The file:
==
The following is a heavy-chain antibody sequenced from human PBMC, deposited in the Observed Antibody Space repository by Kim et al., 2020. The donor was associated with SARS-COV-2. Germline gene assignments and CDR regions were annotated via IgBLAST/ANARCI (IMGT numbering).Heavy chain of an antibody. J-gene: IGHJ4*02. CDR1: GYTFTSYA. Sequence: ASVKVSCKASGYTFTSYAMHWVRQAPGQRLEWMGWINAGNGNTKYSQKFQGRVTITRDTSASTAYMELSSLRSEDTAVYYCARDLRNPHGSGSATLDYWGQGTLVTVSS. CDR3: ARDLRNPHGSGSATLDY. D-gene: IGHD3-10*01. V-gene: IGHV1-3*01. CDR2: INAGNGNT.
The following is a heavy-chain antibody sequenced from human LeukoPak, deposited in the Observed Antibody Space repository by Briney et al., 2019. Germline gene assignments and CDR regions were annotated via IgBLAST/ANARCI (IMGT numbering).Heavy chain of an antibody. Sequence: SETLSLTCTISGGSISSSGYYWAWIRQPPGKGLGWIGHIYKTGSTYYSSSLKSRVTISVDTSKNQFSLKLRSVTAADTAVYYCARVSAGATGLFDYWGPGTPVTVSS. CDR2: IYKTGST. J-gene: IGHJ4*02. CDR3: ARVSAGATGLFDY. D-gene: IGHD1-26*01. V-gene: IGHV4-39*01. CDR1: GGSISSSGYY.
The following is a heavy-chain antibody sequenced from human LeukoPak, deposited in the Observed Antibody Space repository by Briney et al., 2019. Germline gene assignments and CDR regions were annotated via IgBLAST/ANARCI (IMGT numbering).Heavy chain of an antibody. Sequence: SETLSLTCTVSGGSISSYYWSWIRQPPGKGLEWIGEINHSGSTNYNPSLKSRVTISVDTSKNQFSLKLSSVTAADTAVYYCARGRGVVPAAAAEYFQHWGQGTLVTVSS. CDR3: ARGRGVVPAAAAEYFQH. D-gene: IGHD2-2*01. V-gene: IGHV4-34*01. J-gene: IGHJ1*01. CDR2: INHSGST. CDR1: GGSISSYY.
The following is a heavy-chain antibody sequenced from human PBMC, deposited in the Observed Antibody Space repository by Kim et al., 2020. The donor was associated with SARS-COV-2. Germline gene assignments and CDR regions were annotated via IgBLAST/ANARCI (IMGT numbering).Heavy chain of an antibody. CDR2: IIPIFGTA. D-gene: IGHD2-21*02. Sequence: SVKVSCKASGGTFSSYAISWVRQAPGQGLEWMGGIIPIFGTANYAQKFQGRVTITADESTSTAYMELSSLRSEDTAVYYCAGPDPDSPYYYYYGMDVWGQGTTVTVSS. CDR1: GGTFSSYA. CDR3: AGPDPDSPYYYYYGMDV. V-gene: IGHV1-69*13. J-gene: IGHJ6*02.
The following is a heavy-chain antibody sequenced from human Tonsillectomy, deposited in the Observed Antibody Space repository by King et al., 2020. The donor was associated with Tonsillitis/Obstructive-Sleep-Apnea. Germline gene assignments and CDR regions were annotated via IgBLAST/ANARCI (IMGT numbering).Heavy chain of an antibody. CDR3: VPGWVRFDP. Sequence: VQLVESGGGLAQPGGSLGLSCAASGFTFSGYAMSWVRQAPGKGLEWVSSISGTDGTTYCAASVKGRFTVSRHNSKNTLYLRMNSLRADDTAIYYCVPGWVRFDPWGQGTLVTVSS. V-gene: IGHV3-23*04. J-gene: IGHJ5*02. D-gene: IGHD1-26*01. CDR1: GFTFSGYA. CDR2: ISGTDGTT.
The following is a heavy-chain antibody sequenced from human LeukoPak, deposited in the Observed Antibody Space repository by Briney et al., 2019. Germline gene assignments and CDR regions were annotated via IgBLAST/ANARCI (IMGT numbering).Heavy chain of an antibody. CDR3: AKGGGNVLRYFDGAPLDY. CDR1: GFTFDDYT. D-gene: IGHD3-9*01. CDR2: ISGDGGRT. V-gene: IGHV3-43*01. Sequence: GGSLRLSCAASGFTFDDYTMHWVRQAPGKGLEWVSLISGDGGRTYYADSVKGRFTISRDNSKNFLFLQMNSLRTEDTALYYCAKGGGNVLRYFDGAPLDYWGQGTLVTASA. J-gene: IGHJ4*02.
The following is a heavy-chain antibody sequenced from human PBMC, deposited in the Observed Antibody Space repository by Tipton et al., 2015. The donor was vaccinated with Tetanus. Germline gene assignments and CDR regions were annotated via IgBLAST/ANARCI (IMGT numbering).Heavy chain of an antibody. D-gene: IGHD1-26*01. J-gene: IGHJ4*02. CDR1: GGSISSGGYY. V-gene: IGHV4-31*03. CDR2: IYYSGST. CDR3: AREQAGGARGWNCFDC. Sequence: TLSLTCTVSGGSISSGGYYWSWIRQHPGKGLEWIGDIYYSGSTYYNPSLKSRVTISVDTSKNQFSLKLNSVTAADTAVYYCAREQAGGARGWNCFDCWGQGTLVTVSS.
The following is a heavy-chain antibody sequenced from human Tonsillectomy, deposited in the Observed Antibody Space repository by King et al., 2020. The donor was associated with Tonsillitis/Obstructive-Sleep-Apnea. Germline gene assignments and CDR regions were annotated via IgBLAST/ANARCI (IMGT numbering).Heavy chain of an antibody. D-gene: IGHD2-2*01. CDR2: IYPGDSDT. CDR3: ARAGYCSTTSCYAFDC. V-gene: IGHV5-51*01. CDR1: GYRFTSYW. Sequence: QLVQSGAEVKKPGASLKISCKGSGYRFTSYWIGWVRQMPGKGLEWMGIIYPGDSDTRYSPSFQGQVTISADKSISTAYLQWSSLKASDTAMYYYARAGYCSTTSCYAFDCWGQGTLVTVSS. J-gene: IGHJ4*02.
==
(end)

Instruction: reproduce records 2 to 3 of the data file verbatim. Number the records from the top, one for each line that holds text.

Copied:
The following is a heavy-chain antibody sequenced from human LeukoPak, deposited in the Observed Antibody Space repository by Briney et al., 2019. Germline gene assignments and CDR regions were annotated via IgBLAST/ANARCI (IMGT numbering).Heavy chain of an antibody. Sequence: SETLSLTCTISGGSISSSGYYWAWIRQPPGKGLGWIGHIYKTGSTYYSSSLKSRVTISVDTSKNQFSLKLRSVTAADTAVYYCARVSAGATGLFDYWGPGTPVTVSS. CDR2: IYKTGST. J-gene: IGHJ4*02. CDR3: ARVSAGATGLFDY. D-gene: IGHD1-26*01. V-gene: IGHV4-39*01. CDR1: GGSISSSGYY.
The following is a heavy-chain antibody sequenced from human LeukoPak, deposited in the Observed Antibody Space repository by Briney et al., 2019. Germline gene assignments and CDR regions were annotated via IgBLAST/ANARCI (IMGT numbering).Heavy chain of an antibody. Sequence: SETLSLTCTVSGGSISSYYWSWIRQPPGKGLEWIGEINHSGSTNYNPSLKSRVTISVDTSKNQFSLKLSSVTAADTAVYYCARGRGVVPAAAAEYFQHWGQGTLVTVSS. CDR3: ARGRGVVPAAAAEYFQH. D-gene: IGHD2-2*01. V-gene: IGHV4-34*01. J-gene: IGHJ1*01. CDR2: INHSGST. CDR1: GGSISSYY.